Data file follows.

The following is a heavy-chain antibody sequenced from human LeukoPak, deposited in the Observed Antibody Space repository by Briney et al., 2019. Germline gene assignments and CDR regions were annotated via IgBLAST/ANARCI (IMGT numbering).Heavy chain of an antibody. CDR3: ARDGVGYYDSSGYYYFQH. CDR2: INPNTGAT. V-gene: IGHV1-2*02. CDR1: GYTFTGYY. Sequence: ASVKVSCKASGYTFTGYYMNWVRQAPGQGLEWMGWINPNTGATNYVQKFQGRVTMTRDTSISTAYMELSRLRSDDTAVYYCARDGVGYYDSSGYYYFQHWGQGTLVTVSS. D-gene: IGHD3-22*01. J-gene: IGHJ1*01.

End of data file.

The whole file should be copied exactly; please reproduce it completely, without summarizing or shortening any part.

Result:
The following is a heavy-chain antibody sequenced from human LeukoPak, deposited in the Observed Antibody Space repository by Briney et al., 2019. Germline gene assignments and CDR regions were annotated via IgBLAST/ANARCI (IMGT numbering).Heavy chain of an antibody. CDR3: ARDGVGYYDSSGYYYFQH. CDR2: INPNTGAT. V-gene: IGHV1-2*02. CDR1: GYTFTGYY. Sequence: ASVKVSCKASGYTFTGYYMNWVRQAPGQGLEWMGWINPNTGATNYVQKFQGRVTMTRDTSISTAYMELSRLRSDDTAVYYCARDGVGYYDSSGYYYFQHWGQGTLVTVSS. D-gene: IGHD3-22*01. J-gene: IGHJ1*01.